U.S. Science Museums Spark Interest in Chemistry with Help From The Camille and Henry Dreyfus Foundation
NEW YORK, Oct. 19 /PRNewswire/ — With recent world rankings placing the United States a dismal 21st in science education, America’s science museums could become a priceless resource to the nation’s youth.
There are more than 150 science museums in the U.S. but bringing new exhibits to the public are costly. The Camille and Henry Dreyfus Foundation, a non-profit organization devoted to the advancement of the chemical sciences for more than 60 years, is helping fund chemistry-based exhibits by providing grants to the nation’s science museums.
“Historically, chemistry has not been well represented in science museums,” says Mark Cardillo, executive director of the New York City-based organization. “The Camille and Henry Dreyfus Foundation’s Special Grant Program supports exhibits that have broad appeal and encourage viewers to look at chemistry in a new way.”
Donating more than $1 million to museums over the last five years, the foundation aims to convey chemistry’s role in critical matters such as the environment, health care, alternative energy and food production. “Science museums can each have annual attendance of more than one million,” Cardillo says. “They can expose the public to contemporary issues in the chemical sciences, and highlight the dramatic societal concerns that chemists work to solve. We want to spread the excitement of scientific discovery and inspire people to want to learn more.”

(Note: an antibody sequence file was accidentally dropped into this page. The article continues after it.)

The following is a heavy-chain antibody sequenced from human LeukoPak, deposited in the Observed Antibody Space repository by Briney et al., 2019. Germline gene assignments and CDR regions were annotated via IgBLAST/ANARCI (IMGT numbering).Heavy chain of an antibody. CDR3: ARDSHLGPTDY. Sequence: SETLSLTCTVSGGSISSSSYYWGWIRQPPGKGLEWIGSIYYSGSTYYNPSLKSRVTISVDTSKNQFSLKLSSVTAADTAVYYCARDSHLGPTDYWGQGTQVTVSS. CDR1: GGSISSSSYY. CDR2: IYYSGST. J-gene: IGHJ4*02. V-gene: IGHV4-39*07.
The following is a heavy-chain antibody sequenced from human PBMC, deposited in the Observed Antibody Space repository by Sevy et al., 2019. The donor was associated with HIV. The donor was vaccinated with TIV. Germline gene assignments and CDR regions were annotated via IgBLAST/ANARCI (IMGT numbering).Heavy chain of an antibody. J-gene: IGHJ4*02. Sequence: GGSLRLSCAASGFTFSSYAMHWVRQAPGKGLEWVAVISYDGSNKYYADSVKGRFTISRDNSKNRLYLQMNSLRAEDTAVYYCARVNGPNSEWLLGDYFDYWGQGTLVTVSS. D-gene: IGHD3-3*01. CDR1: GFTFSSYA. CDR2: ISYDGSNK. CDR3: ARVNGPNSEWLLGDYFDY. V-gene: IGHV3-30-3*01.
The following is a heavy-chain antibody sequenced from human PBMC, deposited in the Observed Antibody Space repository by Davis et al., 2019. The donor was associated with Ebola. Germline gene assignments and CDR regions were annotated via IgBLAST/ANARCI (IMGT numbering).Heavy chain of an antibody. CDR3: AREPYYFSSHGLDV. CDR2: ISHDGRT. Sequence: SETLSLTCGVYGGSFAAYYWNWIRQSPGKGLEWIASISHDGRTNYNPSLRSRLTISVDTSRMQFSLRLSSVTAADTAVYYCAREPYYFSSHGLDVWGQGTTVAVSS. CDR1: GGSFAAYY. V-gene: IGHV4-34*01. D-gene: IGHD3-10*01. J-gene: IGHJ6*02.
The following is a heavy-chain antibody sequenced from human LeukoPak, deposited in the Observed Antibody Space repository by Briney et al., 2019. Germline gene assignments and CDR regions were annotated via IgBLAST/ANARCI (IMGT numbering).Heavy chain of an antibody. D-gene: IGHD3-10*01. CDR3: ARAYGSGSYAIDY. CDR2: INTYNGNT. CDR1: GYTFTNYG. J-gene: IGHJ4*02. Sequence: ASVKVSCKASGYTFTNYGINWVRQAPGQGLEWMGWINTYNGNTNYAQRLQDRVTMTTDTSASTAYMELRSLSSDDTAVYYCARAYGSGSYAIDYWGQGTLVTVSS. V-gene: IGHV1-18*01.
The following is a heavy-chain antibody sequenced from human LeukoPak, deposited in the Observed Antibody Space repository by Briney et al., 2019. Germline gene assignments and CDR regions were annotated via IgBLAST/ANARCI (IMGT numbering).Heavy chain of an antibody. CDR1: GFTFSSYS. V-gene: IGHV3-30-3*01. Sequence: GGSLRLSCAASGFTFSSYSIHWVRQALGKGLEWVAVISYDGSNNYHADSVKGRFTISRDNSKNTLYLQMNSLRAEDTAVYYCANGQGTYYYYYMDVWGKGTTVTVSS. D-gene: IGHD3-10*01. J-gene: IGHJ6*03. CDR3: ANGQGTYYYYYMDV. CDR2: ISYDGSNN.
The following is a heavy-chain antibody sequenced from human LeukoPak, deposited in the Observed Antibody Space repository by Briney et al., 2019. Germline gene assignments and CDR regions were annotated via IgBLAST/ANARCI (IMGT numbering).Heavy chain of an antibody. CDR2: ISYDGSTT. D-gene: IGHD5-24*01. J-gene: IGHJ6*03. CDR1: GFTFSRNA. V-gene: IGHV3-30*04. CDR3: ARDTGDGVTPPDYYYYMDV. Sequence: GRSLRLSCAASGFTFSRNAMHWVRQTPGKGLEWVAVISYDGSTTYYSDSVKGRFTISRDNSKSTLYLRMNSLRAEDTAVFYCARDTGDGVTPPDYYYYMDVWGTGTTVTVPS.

The underwritten exhibits are aimed at connecting chemistry to everyday life. The Museum of Science and Industry in Chicago received a grant from the Foundation to help develop “Create a Chemical Reaction,” an active exploration of the Periodic Table of Elements. The exhibit is currently open to the public. “Can Chemistry Help Fuel Our Future?” was partially funded by the Foundation and is now on display at the Museum of Science in Boston. This multimedia exhibit explains the importance of chemistry in the development of alternative energy sources.
Other current exhibits underwritten in part by the Foundation include: “Chemistry and the Search for Life Beyond Earth — A Hands-On Discovery Lab,” at the New York Hall of Science in New York City; “Traits of Life,” at the Exploratorium in San Francisco; “Chemagine,” at the Sciencenter in Ithaca, NY; and “Water, Light and Chemistry: Wet and Dry Stuff,” at The Leonardo in Salt Lake City, UT, opening in Spring 2011.
To learn more about the Dreyfus Foundation, visit www.dreyfus.org.
SOURCE The Camille and Henry Dreyfus Foundation